Dispatches | October 21, 2013

Last week, The Review Review, an online source for writers with reviews and articles about literary magazines, hopped on their social media platforms and asked writers about their submission strategies, in particular about how they keep track of their submissions.

I wrote back and said that I had an Excel file (a Google spreadsheet now) with basic information: what piece I sent where and on what date. Pretty easy. A writer-friend tweeted at me, and pointed out that submitting poems is trickier because a poet sends several individual poems at a time rather than just one story. That’s a good point that as a fiction writer, I hadn’t considered. Nonetheless, I didn’t think that keeping track of submissions was all that hard, nor did I think choosing what journals to submit to was difficult either. I’ve known for a few years now which journals I want to send my work to and, loosely, if X amount of journals turn down my work, then it probably isn’t “ready” yet.

In the last two weeks, I’ve received several emails from writers who entered our Editors’ Prize contest. They contact me because they want to check on the status of their submission to the contest. This puzzled me a bit: often, the writer had sent work within just the last month, and we announce our selections in January 2014 all at once. What was the worry? What were they “checking on”? I send these writers a quick, polite, “don’t worry!” email explaining the Editors’ Prize deadline and leave it at that.

But these two things taken together, I remember what it was like to be anxious about sending out my stories, and how easy it is for magazine editors to forget what it’s like to wait. When I was a graduate student, and for several years after I completed my MFA, I perused Duotrope to find out the exact average response time a journal had, and got my hopes up way too high anytime my work was held even a day past the average. I looked at my Excel file of submissions daily, studying which journals reading period were almost over, and considered which work I had sent them before, which new story would fit best. Any rejection letter that had any ink on it—even a quickly scrawled “THX”—remained in a folder in my desk.

Now, of course, I know better. I don’t keep rejection notices; they get recycled like all the other paper products in my house. Why haven’t the editors responded? Most likely because they haven’t read it yet. Why do they have my story so long? Most likely because they haven’t read it yet. Why did I get rejected so fast? It just happened to get put at the type of the reading pile (or queue), and has nothing to do with whether or not it is good or bad.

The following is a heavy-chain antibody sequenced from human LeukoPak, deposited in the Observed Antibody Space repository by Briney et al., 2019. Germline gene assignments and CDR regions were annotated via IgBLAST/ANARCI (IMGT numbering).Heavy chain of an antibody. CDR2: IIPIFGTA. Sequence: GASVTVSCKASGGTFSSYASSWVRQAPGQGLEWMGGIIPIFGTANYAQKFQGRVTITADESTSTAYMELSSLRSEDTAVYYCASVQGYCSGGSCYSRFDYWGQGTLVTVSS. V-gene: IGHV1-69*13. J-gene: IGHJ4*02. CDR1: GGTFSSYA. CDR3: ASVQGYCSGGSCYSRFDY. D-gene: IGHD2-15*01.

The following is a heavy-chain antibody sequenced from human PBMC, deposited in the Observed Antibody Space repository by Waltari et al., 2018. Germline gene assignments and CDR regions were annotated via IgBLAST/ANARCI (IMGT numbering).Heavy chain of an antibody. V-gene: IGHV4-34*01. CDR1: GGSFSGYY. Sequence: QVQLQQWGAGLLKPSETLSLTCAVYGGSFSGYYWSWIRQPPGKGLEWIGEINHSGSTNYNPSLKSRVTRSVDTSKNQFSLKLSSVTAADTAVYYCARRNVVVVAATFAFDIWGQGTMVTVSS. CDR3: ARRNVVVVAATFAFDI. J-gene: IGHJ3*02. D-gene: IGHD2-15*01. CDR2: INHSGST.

Of course, I can only speak for what it was like at River Styx and here at Missouri Review. I’ve certainly heard stories of piles of unread manuscripts sitting around, ignored and unread, while the editors solicit friends. I’ve heard of offices where the submissions don’t get opened, let alone read. Or, the magazine hits a fiscal crisis and production, and consequently, reading, is indefinitely delayed. Whether any of these anecdotes are true, I don’t know.

Many editors forget what this process is like for their submitters. Editors of literary magazines have typically had publishing success, anywhere from poems placed in good journals to several books at large publishing houses. All writers feel some level of anxiety, stress, and pressure about publishing The Next Thing. But, like anything that we’ve learned and have years of experience with, we often forget how difficult those first steps were at the time, how frustrating the process can be, the “I’ll never publish there!” feeling and how the echo chamber of our insecure creative minds can be maddening. Reading submissions and making editorial decisions takes time. At TMR, part of our mission statement is a teaching component—we are at an university, after all—and that means we often need to slow down a little bit.

I wonder if reminding writers of this fact is sufficient.

But in a world with so much noise, maybe simply telling someone, “Hey, I hear you” is actually an important thing. If you’re human, you’ve had arguments with people. And, almost certainly, you and/or the other person has said “You aren’t listening!” or “That’s not what I said!” or “That’s not what I meant!” Simple, honest, reflective language makes conversations easier. Makes relationships stronger.

And that’s what we want. We want to deliver the best writing to you. You want to read the best writing. We publish what you send us; you want to publish in our pages. Same goals from different parts of the process. And, perhaps, those small things to make those goals mutual rather than combative do make a difference. We hope so.

Follow Michael on Twitter: @mpnye

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